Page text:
What’s Right for this Relationship?



A married couple offers students their wisdom

marriage-advice

Two weeks ago, students gathered close in the lounge of the Coleman-Morse Center to hear husband and wife Josh and Stacey Noem present “What’s Right for this Relationship?” In this third and final session of the “SEXuality and Faith” series, sponsored by Campus Ministry and the Gender Relations Center, the Noems shared personal experiences to advise students about maintaining healthy relationships during college.

After a brief introduction from Father Pete McCormick, CSC, the Noems quickly put the audience at ease with the topic “right relationships” by recounting their own drastically different first impressions of the topic to show that there are no simple answers. The Noems began transforming the audience into participants. First, students were asked to draw three concentric circles of intimacy and populate them with the names of loved ones, friends, acquaintances, and anybody in between. The general consensus after the exercise was that it was relatively easy to list those people in our innermost circle, but more difficult to distinguish between friend and acquaintance.  In another interactive exercise, the Relationship Attachment Model, audience members privately evaluated one of their personal relationships to see if it followed healthy progression levels of “know-trust-rely-commit-touch.”

Josh turned the group towards a more explicit discussion of the hook-up culture, saying “It’s a falsehood. It’s an aberration. It’s an outlier from our normal experience.” As “ensouled bodied and bodied souls,” Josh argued, what we do affects who we are. In our everyday relationships, physical touch, such as hugging a friend, typically increases in proportion to how emotionally attached we are to a person. In pursuit of a “distorted notion of freedom,” however, the hook-up culture tells us we can do whatever we please with our bodies without consequences for our souls. The hook-up culture breaks the norms of healthy relationships, instead substituting alcohol and the cover of night. Josh concluded his segment on an optimistic note, pointing to the regret often felt after partaking in the hook-up culture as “an invitation” from ourselves to foster better relationships which respect to the link between our bodies and souls.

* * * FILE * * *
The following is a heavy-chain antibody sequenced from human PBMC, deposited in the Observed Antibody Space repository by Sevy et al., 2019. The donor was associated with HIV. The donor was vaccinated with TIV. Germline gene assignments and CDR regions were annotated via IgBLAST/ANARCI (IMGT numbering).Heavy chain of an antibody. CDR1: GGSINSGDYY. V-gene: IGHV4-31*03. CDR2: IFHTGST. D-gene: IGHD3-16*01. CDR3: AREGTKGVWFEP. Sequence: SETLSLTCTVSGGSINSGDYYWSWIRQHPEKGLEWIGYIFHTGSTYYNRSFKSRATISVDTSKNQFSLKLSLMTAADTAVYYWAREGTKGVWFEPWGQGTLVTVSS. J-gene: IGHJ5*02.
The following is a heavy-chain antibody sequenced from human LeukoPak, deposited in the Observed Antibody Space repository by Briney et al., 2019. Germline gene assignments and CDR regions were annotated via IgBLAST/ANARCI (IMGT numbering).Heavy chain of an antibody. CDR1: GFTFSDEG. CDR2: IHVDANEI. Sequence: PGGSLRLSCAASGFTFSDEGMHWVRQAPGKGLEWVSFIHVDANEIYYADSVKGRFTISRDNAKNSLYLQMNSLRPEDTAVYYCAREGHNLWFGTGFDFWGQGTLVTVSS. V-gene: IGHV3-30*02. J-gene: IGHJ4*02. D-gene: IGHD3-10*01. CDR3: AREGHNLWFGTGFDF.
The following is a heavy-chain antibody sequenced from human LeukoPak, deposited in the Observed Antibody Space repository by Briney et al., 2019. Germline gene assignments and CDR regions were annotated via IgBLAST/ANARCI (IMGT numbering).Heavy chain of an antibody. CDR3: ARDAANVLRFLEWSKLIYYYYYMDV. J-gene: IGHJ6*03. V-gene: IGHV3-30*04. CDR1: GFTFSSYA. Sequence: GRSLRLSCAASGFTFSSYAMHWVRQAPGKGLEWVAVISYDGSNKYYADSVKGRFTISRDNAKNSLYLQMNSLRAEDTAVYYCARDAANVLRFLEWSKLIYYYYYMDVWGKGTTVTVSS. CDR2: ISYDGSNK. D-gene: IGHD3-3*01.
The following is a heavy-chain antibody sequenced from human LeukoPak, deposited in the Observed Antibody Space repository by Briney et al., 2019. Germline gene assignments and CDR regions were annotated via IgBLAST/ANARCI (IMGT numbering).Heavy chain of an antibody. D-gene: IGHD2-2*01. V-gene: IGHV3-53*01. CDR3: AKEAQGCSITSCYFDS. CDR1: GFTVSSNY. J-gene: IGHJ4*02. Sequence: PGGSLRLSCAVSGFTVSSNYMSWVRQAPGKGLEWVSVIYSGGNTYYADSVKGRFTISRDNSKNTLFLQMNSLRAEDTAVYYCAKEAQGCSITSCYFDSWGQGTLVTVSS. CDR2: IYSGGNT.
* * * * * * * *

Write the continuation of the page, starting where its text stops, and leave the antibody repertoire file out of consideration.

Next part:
Stacey’s portion of the talk focused on justice’s mandate to keep ourselves in right relationships. Defining justice as “rendering each person their due with constant and perpetual will,” Stacey emphasized, “it is effortful to choose to give someone their due.” She explained how when practicing the virtue of justice, there can be no neutral interaction. To illustrate her point, she spoke of how when passing a stranger in an otherwise empty hallway, we make the positive choice to smile or the negative choice to avert our eyes or be embarrassed. No matter how much we wish it could be so, we cannot leave no impression. Stacey then led the group in a guided meditation examining our relationships before opening the floor to questions.

One student gave voice to a common conundrum facing today’s young adults: how to reconcile sexual abstinence before marriage and pressures to delay marriage until a more socially acceptable and economically stable time. In response, Josh first acknowledged his and Stacey’s unusual position in regards to that question. The Noems married each other the day after finals in the Basilica of the Sacred Heart. Josh continued with his belief that the new tendency to delay marriage into one’s thirties is “inherently misguided.” He explained that people want to have their lives perfectly planned, but if you have found someone you want to spend your life with there is no sense in putting off marriage. Josh did add, however, that people must have a good grasp of themselves, which can be gained during college, before being formed enough as persons to commit themselves entirely to a spouse.

Stacey agreed with Josh’s assessment, reminding the audience that the “What’s enough?” questions about readiness for marriage and children will persist throughout life, and that we cannot have certainty. On the practical dilemma of finding employment in the same city after graduation, Stacey said it becomes very clear when you are in love with someone that you may have to make sacrifices. She reiterated the tug of commitment to one’s partner over a career opportunity, suggesting that one’s mentality ought to be, “The job isn’t first, you’re first. We’ll figure the rest out.”

The Noems offered a great deal more practical advice over the course of the question and answer segment. For example, some committed couples worry that they spend too much time together during college and miss out on a period of life when they are supposed to try as many new friendships and experiences as possible. The Noems advised that couples should have some friends and ways to spend a Saturday night independently of each other, but they did not say it was necessary to invoke those independent routes for appearance’s sake. The couple emphasized the mutuality of a romantic relationship and how couples should help each other grow to be better people, which requires a great deal of time together.

After the talk, the Noems and most of the audience lingered for smaller informal discussions.  There was a great deal more energy in the room as a result of the Noems’ presentation, and the event was well received by the student audience. Sophomore Carlos Grosso reflected to the Rover, “It’s a good dialogue to have. It’s good for people to expose themselves to this talk because it seems to be a view that’s dying out in popular culture.”

Julie McKeon is a freshman studying theology and political science. She is a proud resident of Ryan Hall. Contact Julie at jmckeon1@nd.edu.

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